Rising Labour Productivity
One of the interesting features of the National accounts recently is that labour productivity growth has been reasonably strong. Labour productivity is measured as GDP per hour worked. This is one part of overall productivity mentioned in the income section.
There has been a sustained increase in labour productivity since quarter March 2011, which, when sustained over time, should be a key driver of National income growth. That National income has been stagnant or falling over the same time suggests that ToT movements are so far having a greater impact on income growth.
What is driving growth in labour productivity during this time is not clear, but while labour productivity has been improving, unemployment has been growing. The importance of this is that improvement in labour productivity essentially means that less labour is required to generate a given level of output. Going forward, this may mean an higher level of growth is required to start to reduce this pool of unemployed persons.
Defining a ‘good’ rate of growth
At this stage in our business cycle, a “good” rate of growth could be defined as a level of growth that is high enough to reduce unemployment without adding pressure to prices (inflation). A very broad rule of thumb that can provide an indication as to the level of growth that is required, is to add the current level of labour productivity growth with the current level of labour force growth to provide an indication as to the rate of real GDP growth required such that unemployment would no longer rise.
Growth in labour productivity means that less workers are required to produce a given level of output and on the other side, growth in the labour force adds workers to the economy.
The current annual growth in the labour force (at August 2014) is +2%, which equals the ten year average. The current annual growth in labour productivity is +2.8%, which is well above its ten year average of +1.3%. Therefore, real GDP needs to grow somewhere between 3.3% and 4.8% to ensure that unemployment would no longer rise. This is only a rough rule of thumb intended to highlight the level of acceleration that would be required in growth to start to reduce the pool of total unemployed persons.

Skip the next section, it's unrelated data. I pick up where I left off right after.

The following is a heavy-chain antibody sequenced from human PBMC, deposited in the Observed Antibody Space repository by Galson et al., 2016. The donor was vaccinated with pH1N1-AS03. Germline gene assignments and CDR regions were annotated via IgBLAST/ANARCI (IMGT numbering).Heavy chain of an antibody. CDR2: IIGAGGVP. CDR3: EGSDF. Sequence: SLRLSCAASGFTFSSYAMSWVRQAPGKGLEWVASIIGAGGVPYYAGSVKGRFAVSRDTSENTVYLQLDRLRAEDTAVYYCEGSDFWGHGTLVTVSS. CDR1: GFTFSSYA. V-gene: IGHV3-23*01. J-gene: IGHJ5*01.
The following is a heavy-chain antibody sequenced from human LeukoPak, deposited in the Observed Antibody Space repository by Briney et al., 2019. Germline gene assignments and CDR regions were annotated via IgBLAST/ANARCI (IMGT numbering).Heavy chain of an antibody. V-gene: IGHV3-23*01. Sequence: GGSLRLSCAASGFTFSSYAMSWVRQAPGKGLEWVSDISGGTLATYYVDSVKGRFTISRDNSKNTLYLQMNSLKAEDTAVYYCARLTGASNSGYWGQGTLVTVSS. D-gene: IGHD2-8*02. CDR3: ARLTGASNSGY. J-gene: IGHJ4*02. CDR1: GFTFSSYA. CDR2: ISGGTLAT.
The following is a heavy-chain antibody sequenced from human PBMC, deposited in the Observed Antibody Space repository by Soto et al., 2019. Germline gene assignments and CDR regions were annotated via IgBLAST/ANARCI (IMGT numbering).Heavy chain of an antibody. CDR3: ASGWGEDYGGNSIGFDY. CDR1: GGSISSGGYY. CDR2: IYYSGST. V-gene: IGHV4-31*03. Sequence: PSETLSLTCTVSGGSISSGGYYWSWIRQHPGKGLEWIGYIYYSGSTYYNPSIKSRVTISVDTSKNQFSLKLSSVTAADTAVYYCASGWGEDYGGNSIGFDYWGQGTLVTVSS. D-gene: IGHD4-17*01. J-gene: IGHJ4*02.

Various forecasts of real GDP growth provide little evidence to suggest that such growth is likely or expected over the next few years (all other things being equal).
The OECD develops forecasts of the output gap (GDP growth less GDP potential). The most recent measurements from the OECD highlights that the current rate of growth is not reaching potential (roughly based on growth in productivity and labour force). The forecast for 2015 is for a further deterioration in that output gap:-
The forecasts contained in the Federal Government Budget 2014/15 also show that real GDP growth is expected to remain outside of this required range over the next several years at least.